Sound and Silence: a(n) (H)earpoint

Sound and Silence: a(n) (H)earpoint

“The important notes were the ones I didn’t play.” Louis Armstrong

Contemplation and meditation, as well as musings gathered from regular ocean walks, helped me to become aware again as to why sound was so important to me. People around me seemed to be able to be with a lot of loud noise, a lot of the time. Not so for me. I am starting to make silence a regular part of my day. Without it my nervous system becomes over-stimulated and the parasympathetic nervous system becomes elusive having all sorts of body ramifications.

From birth I was significantly vision impaired. I needed to hear and touch the world. I could not see things and did not see things as others saw them. I was exposed to an alternative sensorial environment: one where sound was paramount. Individuating people and their moods from their unique sound “aroma”. I have vague early recollections that this led to a great deal of fatigue; where silence was a balm when I did not have to be on alert. When i did get glasses it was a whole new way of information entering my psyche, which I adored. I would read to excess, under the covers, even though my eyes hurt.  

Even at this age, I had such a strong desire to know more; to understand the world. It wasn’t until I was in my mid 30’s that I had a true experience of depth perception: seeing the world in 3D. Oliver Sack’s book “The Minds Eye” tells the story of a woman who has 2D vision (unable to sense depth). I  related to that instantly upon reading it, where much of my visual world then made sense. From this visual lack, my auditory and kinaesthetic worlds are my strength. I am lucky for as a voice specialist, visual detail is not the most important aspect. I can hear the voice in a uniquely different way from so many early experiences where this was vital to my survival. It now acts as one of my primary tools of differentiation.

I looked to my creative world for silence to fully immerse myself in the experience of sound at its most delicate. We are exposed to copious amounts of “ambient” noise each day. On any given day in a local café, I could hear the sounds of gulls, traffic, cups, coffee machines, people chattering, exhausts, skateboarders and many other noise cues, as well as music. Interestingly, it was also here in noisy places that I had the opportunity to become aware of my body, my thoughts, and emotions. It seems that when there is too much sound (known as auditory bombardment), I have the opportunity to not listen to any of it (for short periods only).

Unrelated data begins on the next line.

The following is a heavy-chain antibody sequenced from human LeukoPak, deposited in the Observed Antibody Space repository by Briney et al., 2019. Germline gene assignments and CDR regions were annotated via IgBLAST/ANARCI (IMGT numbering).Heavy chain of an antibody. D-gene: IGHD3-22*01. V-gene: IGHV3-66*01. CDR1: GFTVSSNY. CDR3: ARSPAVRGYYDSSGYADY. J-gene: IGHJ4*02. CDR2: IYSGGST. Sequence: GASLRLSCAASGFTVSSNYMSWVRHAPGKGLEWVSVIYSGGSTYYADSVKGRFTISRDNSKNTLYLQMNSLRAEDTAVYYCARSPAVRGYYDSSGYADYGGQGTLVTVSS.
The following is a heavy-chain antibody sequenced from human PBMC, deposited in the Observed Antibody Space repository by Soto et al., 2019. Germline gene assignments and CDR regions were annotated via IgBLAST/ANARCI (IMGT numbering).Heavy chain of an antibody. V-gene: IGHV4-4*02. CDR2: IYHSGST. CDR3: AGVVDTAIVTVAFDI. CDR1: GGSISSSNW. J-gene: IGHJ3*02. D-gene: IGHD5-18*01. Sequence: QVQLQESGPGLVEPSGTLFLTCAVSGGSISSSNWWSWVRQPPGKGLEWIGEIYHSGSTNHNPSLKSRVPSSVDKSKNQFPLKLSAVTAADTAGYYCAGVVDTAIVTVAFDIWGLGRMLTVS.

I was able to contemplate auditory selection versus bombardment in reading the journal of  Acoustical Society of America (ASA) (2012) “Although we have little awareness that we are doing it, we spend most of our lives filtering out many of the sounds that permeate our lives and acutely focusing on others — a phenomenon known as auditory selective attention.” 

It is interesting that those who get hearing aids for the first time often give up for this exact reason. It takes up to 6 months for the neural re-structuring to filter out unwanted sounds. For many, they wear them non-stop for 3 days, become auditorally ‘burnt out’, place them in a drawer and never use them again. There needs to be a making peace with the sound world again.

The balance between sound and silence is a unique aspect of my musicality and performance. 

I began to look into my creative sound world through a lens of selective attention to express increasingly subtle nuances of sound. I started to question if could invite people into my auditory unique world: To show them a prism of my conscious world; an invitation to sense another viewpoint. Or a(n) “(h)earpoint.”

This led me to further performance musings.What state does one have to be in in order to truly hear and to be here? Does selectively hearing make us more present to our environment? The idea arose that there might be multiple stages of presence. What would guide people to be more present to themselves and the sounds around them? 

How could I invite others to be present to sound in performance? Is it through shock- as I have seen so many others do, such as in horror movies or certain theatre performances. Or is it through subtle sublime-ness, which I have also seen, such as a performance by Chamber Made Opera and Rawcus theatre company in their show “Another Lament”. Here there were definite feelings in the silence. Some silences were peaceful and others were strident. 

In performance I have a sense that I want to wait until the echoes have ended. Call and silent response, silent response and then call and so the cycle continues. 

Finding ways to strike the balance between sound and silence, for therein lies the power and the harmony between us and the world around us.